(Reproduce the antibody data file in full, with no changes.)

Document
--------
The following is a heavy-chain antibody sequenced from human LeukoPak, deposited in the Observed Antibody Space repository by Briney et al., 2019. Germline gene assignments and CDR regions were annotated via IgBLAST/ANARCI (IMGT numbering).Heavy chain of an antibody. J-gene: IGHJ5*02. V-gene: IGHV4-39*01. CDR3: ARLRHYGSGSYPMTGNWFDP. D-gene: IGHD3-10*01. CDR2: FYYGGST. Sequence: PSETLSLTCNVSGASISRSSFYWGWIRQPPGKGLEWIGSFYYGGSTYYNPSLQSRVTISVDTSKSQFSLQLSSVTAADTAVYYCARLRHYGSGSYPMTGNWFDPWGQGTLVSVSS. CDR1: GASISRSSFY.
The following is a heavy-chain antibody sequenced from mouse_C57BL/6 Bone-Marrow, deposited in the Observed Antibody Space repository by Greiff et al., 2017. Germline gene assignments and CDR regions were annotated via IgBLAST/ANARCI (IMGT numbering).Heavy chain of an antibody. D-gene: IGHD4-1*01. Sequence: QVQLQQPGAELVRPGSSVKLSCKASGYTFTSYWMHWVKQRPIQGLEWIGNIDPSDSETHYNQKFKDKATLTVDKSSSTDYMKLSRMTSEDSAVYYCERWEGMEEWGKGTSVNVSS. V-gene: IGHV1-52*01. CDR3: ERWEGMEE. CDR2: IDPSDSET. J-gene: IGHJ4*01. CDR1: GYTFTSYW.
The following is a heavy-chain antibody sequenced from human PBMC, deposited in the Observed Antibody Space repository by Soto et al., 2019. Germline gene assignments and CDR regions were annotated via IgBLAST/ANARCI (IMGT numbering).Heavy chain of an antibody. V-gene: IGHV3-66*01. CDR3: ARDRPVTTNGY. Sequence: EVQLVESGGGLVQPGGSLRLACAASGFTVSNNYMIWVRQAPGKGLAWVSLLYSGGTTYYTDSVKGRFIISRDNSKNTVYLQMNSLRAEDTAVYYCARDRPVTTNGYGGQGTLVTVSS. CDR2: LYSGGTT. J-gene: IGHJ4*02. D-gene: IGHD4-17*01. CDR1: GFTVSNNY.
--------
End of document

The following is a heavy-chain antibody sequenced from human LeukoPak, deposited in the Observed Antibody Space repository by Briney et al., 2019. Germline gene assignments and CDR regions were annotated via IgBLAST/ANARCI (IMGT numbering).Heavy chain of an antibody. J-gene: IGHJ5*02. V-gene: IGHV4-39*01. CDR3: ARLRHYGSGSYPMTGNWFDP. D-gene: IGHD3-10*01. CDR2: FYYGGST. Sequence: PSETLSLTCNVSGASISRSSFYWGWIRQPPGKGLEWIGSFYYGGSTYYNPSLQSRVTISVDTSKSQFSLQLSSVTAADTAVYYCARLRHYGSGSYPMTGNWFDPWGQGTLVSVSS. CDR1: GASISRSSFY.
The following is a heavy-chain antibody sequenced from mouse_C57BL/6 Bone-Marrow, deposited in the Observed Antibody Space repository by Greiff et al., 2017. Germline gene assignments and CDR regions were annotated via IgBLAST/ANARCI (IMGT numbering).Heavy chain of an antibody. D-gene: IGHD4-1*01. Sequence: QVQLQQPGAELVRPGSSVKLSCKASGYTFTSYWMHWVKQRPIQGLEWIGNIDPSDSETHYNQKFKDKATLTVDKSSSTDYMKLSRMTSEDSAVYYCERWEGMEEWGKGTSVNVSS. V-gene: IGHV1-52*01. CDR3: ERWEGMEE. CDR2: IDPSDSET. J-gene: IGHJ4*01. CDR1: GYTFTSYW.
The following is a heavy-chain antibody sequenced from human PBMC, deposited in the Observed Antibody Space repository by Soto et al., 2019. Germline gene assignments and CDR regions were annotated via IgBLAST/ANARCI (IMGT numbering).Heavy chain of an antibody. V-gene: IGHV3-66*01. CDR3: ARDRPVTTNGY. Sequence: EVQLVESGGGLVQPGGSLRLACAASGFTVSNNYMIWVRQAPGKGLAWVSLLYSGGTTYYTDSVKGRFIISRDNSKNTVYLQMNSLRAEDTAVYYCARDRPVTTNGYGGQGTLVTVSS. CDR2: LYSGGTT. J-gene: IGHJ4*02. D-gene: IGHD4-17*01. CDR1: GFTVSNNY.